From the Archives: The Dignity and Vanity of Labor

I’ve always preached that all honest work is God-glorifying and that the opportunity to engage in labor and reflect God’s character through it is a great privilege. Over the years, I’ve also emphasized that if you’re doing the work God wants you to do, however “secular” it may be, you shouldn’t stoop to do anything else. Even vocational ministry is a demotion if it’s not what God wants you to do.

As a pastor, these ideas were relatively easy to affirm. The logic is simple. The best thing any man can do at any time is to obey God. Therefore, if God wants him to sell soap, or make pizza, or drive truck, or mop floors, that activity is the best thing he can do. And if that work is best for him, all other work is inferior.

But when you’re post-pastoral, these principles can be a bit harder to hold with conviction—especially if you loved your pastoral work, prepared thoroughly for it for almost a decade, and still believe it’s what you do best. But sometimes even guys with seminary training and clear evidence of giftedness for ministry can find themselves facing clear direction from God to “do something else until further notice.”

And when that happens, they struggle to see meaning and purpose in the work they find to do.

So on this labor day, I’m talking to myself and to any of the rest of you who sometimes feel that your work is a bit wanting on the scale of importance, meaning and enduring value.  (It’s also a holiday, so I’m not going to work too hard at this. Please enjoy the irony.)

1. All honest work is God-glorifying, and the opportunity to engage in labor, however humble, is truly a great privilege.

Since we’re uniquely fashioned in God’s image (Gen. 1:27, 9:6), our work is fundamentally more meaningful than all of the activities of God’s other creations. It’s no trivial or random thing that when we first encounter God in the Scriptures He is speaking, creating, and working. We might not recognize His activity as work at all if it weren’t for the fact that we’re told “God rested on the seventh day” (Gen. 2:2). We know that God’s “rest” is significant for how we view labor because the working life of every Israelite was coordinated to mirror God’s week of creation and rest (Exod. 20:11).

When we work, we strive to make people or things better than we found them. We aim to use our abilities to improve on the materials at hand, often employing imagination as well as skill in the process. When we do this, we are doing something God-like.

2. The feeling that work isn’t everything it ought to be is also well founded.

If you search your Bible for passages containing “labor” and “profit” you discover an interesting thing. Proverbs 14:23 assures that “in all labor [vs. just sitting around yakking] there is profit.” But Ecclesiastes tells another story. In chapter one (Eccles. 1:3) we’re challenged to join Qoheleth (“the preacher” in Eccles. 1:1) in wondering, “What profit has a man from all his labor?” Later the book is emphatic that years of hard work are “vanity and grasping for the wind” (Eccles. 2:11). Qoheleth even concludes in the same verse that “there was no profit under the sun” (see also Eccles. 3:9, 5:16).

What are we to make of Proverbs’ sanguine evaluation and Ecclesiastes’ more Monday-morning attitude? I’m going to play my “beyond the scope” card here. A complete answer to that question is more involved than a single short post can provide (in addition to being too much work to do on a holiday). But clearly, the whole counsel of God on the subject of labor and meaning teaches us that work offers us both dignity and vanity. Exodus keeps us from thinking that the Fall utterly robbed us of the joy of working as image-bearers of God reflecting His glory. But Ecclesiastes—and abundant personal experience—tells us that work “under the sun” is not all it was originally meant to be. Something really is broken.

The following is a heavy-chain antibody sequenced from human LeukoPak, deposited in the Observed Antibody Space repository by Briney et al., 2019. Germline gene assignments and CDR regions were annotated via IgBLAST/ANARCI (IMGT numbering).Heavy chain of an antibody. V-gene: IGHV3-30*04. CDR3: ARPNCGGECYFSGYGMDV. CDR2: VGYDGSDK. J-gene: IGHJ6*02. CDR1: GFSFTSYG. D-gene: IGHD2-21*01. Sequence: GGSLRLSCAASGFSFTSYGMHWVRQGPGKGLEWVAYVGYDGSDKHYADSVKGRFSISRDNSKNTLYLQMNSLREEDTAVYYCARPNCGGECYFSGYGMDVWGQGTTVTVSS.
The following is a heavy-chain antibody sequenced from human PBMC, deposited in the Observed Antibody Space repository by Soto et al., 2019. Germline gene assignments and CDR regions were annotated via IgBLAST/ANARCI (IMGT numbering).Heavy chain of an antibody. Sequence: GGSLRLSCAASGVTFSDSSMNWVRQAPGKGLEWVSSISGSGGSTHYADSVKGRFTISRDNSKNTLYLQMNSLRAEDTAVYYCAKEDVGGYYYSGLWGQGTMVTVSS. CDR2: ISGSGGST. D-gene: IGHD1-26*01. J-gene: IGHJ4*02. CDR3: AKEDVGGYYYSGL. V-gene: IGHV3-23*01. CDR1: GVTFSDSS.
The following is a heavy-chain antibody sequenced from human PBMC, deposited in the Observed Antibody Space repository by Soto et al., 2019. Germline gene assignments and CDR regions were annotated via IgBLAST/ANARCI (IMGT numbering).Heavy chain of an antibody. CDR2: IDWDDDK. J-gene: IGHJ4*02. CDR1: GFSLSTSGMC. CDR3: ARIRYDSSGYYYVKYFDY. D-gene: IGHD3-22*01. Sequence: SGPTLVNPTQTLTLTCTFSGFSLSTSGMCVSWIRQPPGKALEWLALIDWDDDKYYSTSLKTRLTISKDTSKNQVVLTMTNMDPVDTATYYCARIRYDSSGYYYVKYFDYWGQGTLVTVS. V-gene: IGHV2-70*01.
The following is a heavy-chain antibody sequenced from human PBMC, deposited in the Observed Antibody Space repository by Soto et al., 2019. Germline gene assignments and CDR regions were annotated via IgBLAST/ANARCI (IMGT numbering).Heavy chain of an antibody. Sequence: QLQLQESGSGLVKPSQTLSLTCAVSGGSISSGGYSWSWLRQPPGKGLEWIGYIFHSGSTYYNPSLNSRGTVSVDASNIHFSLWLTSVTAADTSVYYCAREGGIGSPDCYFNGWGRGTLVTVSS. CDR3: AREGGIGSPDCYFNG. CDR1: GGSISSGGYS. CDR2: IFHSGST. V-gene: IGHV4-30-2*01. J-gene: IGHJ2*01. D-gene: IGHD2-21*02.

Among other things, what’s broken is our capacity to work as Adam did before Genesis 3:6 and 3:17-19, joyfully using our ability to the fullest in obvious fulfillment of clear instructions tailor made for us by the Creator Himself—and reporting directly to Him on the results. (Imagine reporting directly to a “supervisor” who is the self-existent One who has no superior or even equal! And no flow chart can even begin to express the distance between the One at the top and the next being down. Every day was judgment day, yet they faced it without reluctance, without rebellion, without resentment.)

Both work and worker are, for now, under sin, and vanity “under the sun” is the consequence.

3. God is sovereign in our work.

It’s a simple truth, but erupts implications. By “sovereign,” I mean that He is wise and good and orders our employment opportunities and accomplishments so that they serve the best of all possible goals: the exalting of His own perfections (just another way of saying “God’s glory”). There is no greater good in the universe, and it’s ultimately our greatest pleasure and joy to contribute to it in every small and great way.

In rubber-on-road terms, God’s sovereignty in my work means I have the job God wants me to have. Of course, He may also want me to be looking for another one, but as long as I have the one I have, I have the one He ordained. That means I should not only draw contentment from serving His purposes through this work, but I am also duty-bound to be truly and deeply thankful for the work (not just for the paycheck).

That doesn’t mean I can’t be thankful for a day off, though!

Qoheleth would say working is vain but time off is, too. And he’s right, of course. In both labor and pleasure we get just a little taste of experiences that will one day be replaced with their perfected equivalents. We’re reminded of what sin has ruined but also of what our God will graciously and abundantly restore.

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